Myth Buster #3: Anxiety is Inevitable
Negative emotions are a problem, but not for the reason most believe them to be. The common cultural thing we have all been raised to believe is that negative emotions are to be avoided, suppressed, and ignored. Only when we do not know how to process our negative emotions then anxiety is inevitable.
If we learn how to process negative emotions then anxiety has no power.
Anxiety is one of the hottest topics amongst many of the people I talk with right now. One friend has said that his anxiety has gotten so bad that it has become debilitating.
What is anxiety and why is it so rampid right now?
In all fairness 2020 is a tough year. Lack of social contact, fear of COVID, and endless unknowns are all in our face regularly.
It is quite easy to consistently feel ‘bad’ often.
Learning how to feel and process these negative feelings is the answer to relieving anxiety.
When we avoid, suppress and ignore negative feelings they accumulate energetically in our body and become anxiety.
Unaddressed anxiety becomes depression.
The way out is dedicating part of our time to intentionally feeling our hard worthy feelings like sad, anger, disappointment, frustration, and anger.
The trick is diferentiating the worthy from the indulgent emotions. Overwhelm, worry, confusion, self doubt, blame, regret, and victimhood are indulgent emotions that keep us stuck.
Useless and Indulgent Emotions
I lost a lot of sleep because of our truck this week. In the middle of the night I awoke noticing a bad feeling. I could easily blame it on our truck having problems, but if I look closer it is because my thought is, “this should not be happening.”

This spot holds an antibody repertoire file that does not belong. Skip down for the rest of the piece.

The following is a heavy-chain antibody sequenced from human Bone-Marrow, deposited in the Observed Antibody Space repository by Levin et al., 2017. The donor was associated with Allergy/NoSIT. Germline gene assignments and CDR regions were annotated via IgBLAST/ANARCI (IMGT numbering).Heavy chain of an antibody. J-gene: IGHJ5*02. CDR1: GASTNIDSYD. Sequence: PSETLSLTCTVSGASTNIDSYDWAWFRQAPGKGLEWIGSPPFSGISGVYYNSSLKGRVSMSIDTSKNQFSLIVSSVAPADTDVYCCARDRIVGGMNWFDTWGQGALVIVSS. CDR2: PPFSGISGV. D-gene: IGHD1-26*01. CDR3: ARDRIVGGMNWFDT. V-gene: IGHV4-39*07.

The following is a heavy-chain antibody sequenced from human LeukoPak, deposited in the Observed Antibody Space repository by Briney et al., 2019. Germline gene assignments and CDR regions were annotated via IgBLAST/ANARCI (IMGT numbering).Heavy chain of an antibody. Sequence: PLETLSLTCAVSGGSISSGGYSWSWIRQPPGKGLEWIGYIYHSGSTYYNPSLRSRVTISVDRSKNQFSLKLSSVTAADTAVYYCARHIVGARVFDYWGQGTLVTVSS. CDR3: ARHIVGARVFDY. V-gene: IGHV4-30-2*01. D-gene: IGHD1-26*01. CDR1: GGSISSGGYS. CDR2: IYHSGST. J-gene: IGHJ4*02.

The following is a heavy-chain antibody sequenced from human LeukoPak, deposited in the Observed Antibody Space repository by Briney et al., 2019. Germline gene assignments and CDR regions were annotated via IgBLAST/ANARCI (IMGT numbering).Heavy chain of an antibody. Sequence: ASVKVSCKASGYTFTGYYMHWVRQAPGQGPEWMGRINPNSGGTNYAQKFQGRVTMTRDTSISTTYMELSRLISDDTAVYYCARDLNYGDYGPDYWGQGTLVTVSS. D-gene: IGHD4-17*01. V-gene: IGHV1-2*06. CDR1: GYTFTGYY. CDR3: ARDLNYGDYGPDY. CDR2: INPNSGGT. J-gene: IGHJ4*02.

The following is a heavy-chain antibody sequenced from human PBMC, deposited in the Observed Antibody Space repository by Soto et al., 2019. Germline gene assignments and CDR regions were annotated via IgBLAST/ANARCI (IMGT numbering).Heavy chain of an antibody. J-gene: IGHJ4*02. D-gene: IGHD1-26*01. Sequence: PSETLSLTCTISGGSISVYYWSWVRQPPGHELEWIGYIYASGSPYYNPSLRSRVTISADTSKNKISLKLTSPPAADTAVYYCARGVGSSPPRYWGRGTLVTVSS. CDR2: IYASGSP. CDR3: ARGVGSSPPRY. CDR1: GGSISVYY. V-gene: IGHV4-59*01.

If we feel one of the indulgent emotions then the work is managing our thoughts and directing our brain away from the thoughts that cause these indulgement emotions.
“Trucks break down, it happens. What if nothing wrong has happened here?”
Processing Feelings and Relieving Anxiety
We recently arrived back to California where a majority of my friends and family live. I have missed them all greatly and want nothing more than to see and hug them all.
But COVID is a thing and the last thing I want to do is endanger the people that I love the most.
I have felt deep sadness since we arrived because I desperately want to connect, but have decided to limit exposures.
This sadness is a worthy emotion. This is the emotion to go towards and invest in processing all the way through and probably repeatedly.
When I notice myself feel anxious, I check in with myself and ask what is underneath the anxiety. “I miss my connecting with my loved ones.”
I drop in, take some focused alone quiet time, and I feel.
Sadness is like every emotion, it is a physical vibration in our bodies.
Mine feels heavy and achy around my heart.
Mine feels droopy around my lower face area.
I observe and notice the physical sensations and I go towards them. I lean in and get curious.
As I spend time with the physical sensation then they start to shift and move, I stick with them and keep giving them attention and time; this is the act of processing emotions.
Often big emotions, like my current sadness, comes in waves which means that I go through this process repeatedly sometimes over the course of weeks.
When I lean in and feel my sadness then my anxiety is not an issue.
If I ignore my sadness long enough it becomes a much heavier feeling… like depression.
Anxiety is not inevitable if you understand how emotions work, where they come from, and how to process them.
Bad feelings are inevitable because life has duality; life is 50% hard/ bad/ negative and 50% easy/ good/ positive.
My coaching work is more important than ever. Bad feelings lead to self-sabotaging actions which eventually result in gut health problems. Anxiety is one of the most common emotions that cause people to either over-eat or under-eat.